In my last article I talked about Wolff’s Law, which explains how the pressure exerted on a bone stimulates the bone to grow, so it can resist that force in the future.
There are 2 ways to stimulate bone growth. One is using the force of gravity (compressive stress), and the other is the way muscles pull on the bones when they are in various positions (tensile stress). Yoga puts the body in a variety of positions that are not on the gravity line, or plumb line. This means the muscles have to work harder. It’s like the difference between holding a 2 pound weight close to your body versus holding it out with a straight arm at shoulder height. The second way is much harder due to the relationship to gravity.
(In Balance/Spinefulness we make use of this principle to find the maximum position of verticality, to take stress off the muscles, joints, and discs, and increase relaxation. However, when you want to build bone, you have to create some tensile stress, though still with healthy alignment).
You can increase the benefit to your bones in yoga through actively engaging your muscles. The muscles actually stimulate the bone growth as they contract and put pressure on the bones. This can be done in various ways – dynamically, by coming in and out of poses, and statically, by holding poses for a length of time. Dr. Loren Fishman’s research showed that poses needed to be held for 12 seconds in order to show benefit for bone growth (not very long!). The maximum benefit was reached at 72 seconds, which again, isn’t that long for some poses. You can hold the poses longer for other types of benefits, such as increasing muscle strength or flexibility, but the bone stimulation maxes out at 72 seconds.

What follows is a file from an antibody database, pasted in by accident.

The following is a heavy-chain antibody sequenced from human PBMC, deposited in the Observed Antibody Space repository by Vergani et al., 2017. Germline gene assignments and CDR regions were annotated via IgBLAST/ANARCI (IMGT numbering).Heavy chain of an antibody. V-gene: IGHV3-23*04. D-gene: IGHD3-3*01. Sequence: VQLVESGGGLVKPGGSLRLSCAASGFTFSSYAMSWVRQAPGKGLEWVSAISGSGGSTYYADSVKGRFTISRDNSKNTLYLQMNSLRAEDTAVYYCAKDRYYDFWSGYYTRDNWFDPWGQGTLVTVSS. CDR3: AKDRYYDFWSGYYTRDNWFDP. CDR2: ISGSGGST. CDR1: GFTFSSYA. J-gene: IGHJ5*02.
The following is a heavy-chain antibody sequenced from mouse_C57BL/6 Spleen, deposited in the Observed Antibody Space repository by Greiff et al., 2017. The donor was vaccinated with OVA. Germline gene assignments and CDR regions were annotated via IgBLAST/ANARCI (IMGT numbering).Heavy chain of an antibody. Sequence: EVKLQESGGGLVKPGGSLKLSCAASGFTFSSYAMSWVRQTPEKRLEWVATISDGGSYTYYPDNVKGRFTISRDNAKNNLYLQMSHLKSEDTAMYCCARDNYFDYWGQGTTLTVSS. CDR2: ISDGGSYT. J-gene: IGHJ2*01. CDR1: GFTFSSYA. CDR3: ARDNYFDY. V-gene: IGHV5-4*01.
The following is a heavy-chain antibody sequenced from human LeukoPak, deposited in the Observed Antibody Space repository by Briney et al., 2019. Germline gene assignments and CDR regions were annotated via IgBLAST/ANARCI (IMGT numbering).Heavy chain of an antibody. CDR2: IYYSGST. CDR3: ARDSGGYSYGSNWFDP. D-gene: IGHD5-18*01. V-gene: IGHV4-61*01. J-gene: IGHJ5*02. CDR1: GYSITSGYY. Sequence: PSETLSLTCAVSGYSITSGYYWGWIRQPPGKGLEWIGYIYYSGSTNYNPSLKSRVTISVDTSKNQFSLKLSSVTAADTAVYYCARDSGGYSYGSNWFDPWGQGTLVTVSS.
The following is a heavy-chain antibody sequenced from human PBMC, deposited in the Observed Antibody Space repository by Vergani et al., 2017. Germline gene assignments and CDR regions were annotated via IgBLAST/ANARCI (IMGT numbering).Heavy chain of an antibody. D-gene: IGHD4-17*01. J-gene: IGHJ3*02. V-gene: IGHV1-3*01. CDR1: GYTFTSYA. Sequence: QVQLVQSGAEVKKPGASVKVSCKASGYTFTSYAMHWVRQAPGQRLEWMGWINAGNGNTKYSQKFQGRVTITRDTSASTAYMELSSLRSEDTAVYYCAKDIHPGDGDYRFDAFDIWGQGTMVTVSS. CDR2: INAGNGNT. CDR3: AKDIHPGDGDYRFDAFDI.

Dr. Fishman is conducting another larger study, and if you’d like to be a part of it, you can find out more information at www.sciatica.org. You can be in the study whether you have osteoporosis, osteopenia, or just want to prevent those conditions. In this study, he hopes to show how the amount of yoga done can make a difference in the strengthening of bones.
The Effect of Nutrition
To have strong bones, you need sufficient minerals – mainly calcium and magnesium. You also need to avoid things that deplete your body of minerals, such as tobacco, caffeine, more than 1-2 alcoholic drinks per day, excess protein consumption (lots of red meat or dairy), and soda. Vitamin D is essential also, and ideally some daily time in the sunshine to allow your body to make more vitamin D. In the winter or in colder climates, supplementing with vitamin D is very important. More information about nutrition for healthy bones can be found in Yoga for Osteoporosis by Loren Fishman and Ellen Saltonstall.*
I think Dr. Fishman’s research is very hopeful. Yoga can help improve bone strength without the side effects of osteoporosis medications. Yoga’s “side effects” include increased muscle strength and flexibility, improved posture and coordination, decreased anxiety and stress. And if you add the postural alignments of Balance/Spinefulness, you have even more benefits, such as reduced back and joint pain and more comfort during all your daily activities.
When I heard that the main cause of vertebral fractures was poor posture, I was very excited, because posture is something we have control over. If osteoporosis causes the fractures, we don’t have much control. But if posture causes the fractures, we can make significant changes and improvements to our posture that could help us avoid these painful fractures.
- Fishman, MD, Loren and Ellen Saltonstall. Yoga for Osteoporosis (New York: W.W. Norton & Company, 2010).
© Dana K. Davis, 2017. All Rights Reserved.